The absence of age-dependent tooth wear might even be a contributing factor to the slower onset of senescence in birds as compared to mammals. On the other hand, the use of a gizzard requires the intake of suitable grit or stones—an action that represents, in the few studies where this has actually been quantified in birds, a relevant proportion of feeding time Fritz et al.
Gastrointestinal tracts of a carnivorous hawk, an omnivorous chicken, and 4 herbivorous birds. Note larger size of crop in omnivore and herbivores, and particularly in hoatzin. Ceca are small in hawks and relatively large in grouse. Although ceca are relatively small in Hoatzins , Emus, and Ostriches, an expanded foregut Hoatzins , a much longer midgut Emus , or a much longer colon Ostriches compensates for this From: Stevens and Hume Over-reliance on the passive pathway provides metabolic advantages and ecological constraints.
It does provide birds with an absorptive process that can deal with rapid and large changes in intestinal sugar concentrations. The passive pathway is also energetically inexpensive to maintain and modulate. However, passive absorption through the paracellular pathway is dependent on concentration gradients. In the absence of a transport system that selects which materials to absorb, this non-discriminatory pathway may also increase vulnerability to toxins, and thus constrain foraging behavior and limit the breadth of the dietary niche of the birds.
Another problem is that when luminal sugar concentrations are lower than those in plasma, glucose may diffuse back into the lumen. Cross-section of the intestine ileum of a Spotted Tinamou Nothura maculosa.
Villi are lined with columnar epithelium EP , including goblet cells arrows that secrete mucus. The muscle layer includes longitudinal fibers MI on the perimeter, circular fibers Mc , and additional longitudinal fibers at the base of the villi muscularis muscosae; MM From: Chikilian and de Speroni Blue-headed Parrots at clay lick.
Meyer-Rochow and Gal determined that the pressures involved could be approximated if they knew the 1 distance the feces traveled, 2 density and viscosity of the material, and 3 shape, aperture, and height of the anus above ground.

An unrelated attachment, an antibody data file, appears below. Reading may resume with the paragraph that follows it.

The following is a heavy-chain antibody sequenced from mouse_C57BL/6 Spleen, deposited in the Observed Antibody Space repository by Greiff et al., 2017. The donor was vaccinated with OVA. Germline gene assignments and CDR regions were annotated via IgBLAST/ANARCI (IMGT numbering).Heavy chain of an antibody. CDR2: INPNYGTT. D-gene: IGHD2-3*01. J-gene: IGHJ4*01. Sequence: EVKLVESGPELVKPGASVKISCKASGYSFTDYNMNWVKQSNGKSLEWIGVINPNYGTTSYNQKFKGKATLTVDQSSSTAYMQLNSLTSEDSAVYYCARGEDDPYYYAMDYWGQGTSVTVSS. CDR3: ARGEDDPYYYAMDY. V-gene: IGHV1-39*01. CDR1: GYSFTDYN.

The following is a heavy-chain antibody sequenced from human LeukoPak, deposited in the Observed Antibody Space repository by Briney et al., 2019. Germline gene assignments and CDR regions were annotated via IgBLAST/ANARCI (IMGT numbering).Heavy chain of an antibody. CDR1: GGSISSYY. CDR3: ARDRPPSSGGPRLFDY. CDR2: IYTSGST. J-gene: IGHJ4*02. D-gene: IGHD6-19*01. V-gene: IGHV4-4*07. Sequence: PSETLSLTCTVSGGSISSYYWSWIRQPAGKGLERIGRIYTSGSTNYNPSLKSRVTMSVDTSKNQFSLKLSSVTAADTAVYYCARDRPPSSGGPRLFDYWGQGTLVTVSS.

How penguins choose the direction of defecation, and how wind direction factors into that decision, remain unknown. Avian Pancreas tissue Source: The Avian Digestive Tract. Avian geophagy and soil characteristics in southeastern Peru.
Luminal morphology of the avian lower intestine: Histological aspects of the stomach proventriculus and gizzard of the Red-capped Cardinal Paroaria gularis gularis. Comparative study of the digestive system of three species of tinamou. Crypturellus tataupa, Nothoprocta cinerascens , and Nothura maculosa Aves: Journal of Morphology Journal of Experimental Zoology Rictal bristle function in Willow Flycatcher. Dysplastic koilin causing proventricular obstruction in an Eclectus Parrot Eclectus roratus.
Journal of Avian Medicine and Surgery Anatomy and physiology of the digestive system in fowl. Pages in Proc. An histological and histochemical analysis of the inner lining and glandular epithelium of the chicken gizzard.
American Journal of Anatomy An ecomorphological study of the raptorial digital tendon locking mechanism. Dietary and developmental regulation of intestinal sugar transport. Digesta retention patterns in geese Anser anser and turkeys Meleagris gallopavo and deduced function of avian caeca.
Comparative Biochemistry and Physiology A Histological and global gene expression analysis of the 'lactating' pigeon crop. Vultures of the seas: Evolution of the structure and function of the vertebrate tongue.
Journal of Anatomy Light and scanning electron microscopic study of the tongue in the cormorant Phalacrocorax carbo Phalacrocoracidae, Aves. Functional morphology of the tongue in the nutcracker Nucifraga caryocatactes. A tropical horde of counterfeit predator eyes. Instructed learning in the auditory localization pathway of the Barn Owl.
The morphology of the bill apparatus in the Steller's Sea Eagle. Wild Bird Society of Japan, Tokyo. Use of dung as a tool by burrowing owls.
The integration of energy and nitrogen balance in the hummingbird Sephanoides sephaniodes. Does gut function limit hummingbird food intake?
Physiological and Biochemical Zoology Pressures produced when penguins pooh—calculations on avian defaecation. Scare tactics in a neotropical warbler: Gliding flight and soaring. Theoretical Ecology Series, vol. Modelling the flying bird C. Structure, form, and function of flight in engineering and the living world.
Phenotypic flexibility and the evolution of organismal design. Trends in Ecology and Evolution The hummingbird tongue is a fluid trap, not a capillary tube. Between air and water: Use of prey hotspots by an avian predator: Structure and mechanical behavior of a toucan beak.
Movement and direction of movement of a simulated prey affect the success rate in Barn Owl Tyto alba attack. Musculoskeletal underpinnings to differences in killing behavior between North American accipiters Falconiformes: Accipitridae and falcons Falconidae. Journal of Morphology, online early. Le Bohec, and Y. Adjustments of gastric pH, motility and temperature during long-term preservation of stomach contents in free-ranging incubating King Penguins. Journal of Experimental Biology A tough nut to crack.
Adaptations to seed cracking in finches. Cost-benefit analysis of mollusc-eating in a shorebird. Optimizing gizzard size in the face of seasonal demands. How do woodpeckers extract grubs with their tongues?
Why do woodpeckers resist head impact injury: Functional morphology of raptor hindlimbs: The turning- and linear-maneuvering performance of birds: Canadian Journal of Zoology Hummingbird jaw bends to aid insect capture. A mechanical analysis of woodpecker drumming and its application to shock-absorbing systems.
I - Introduction to Birds. VII - Circulatory System.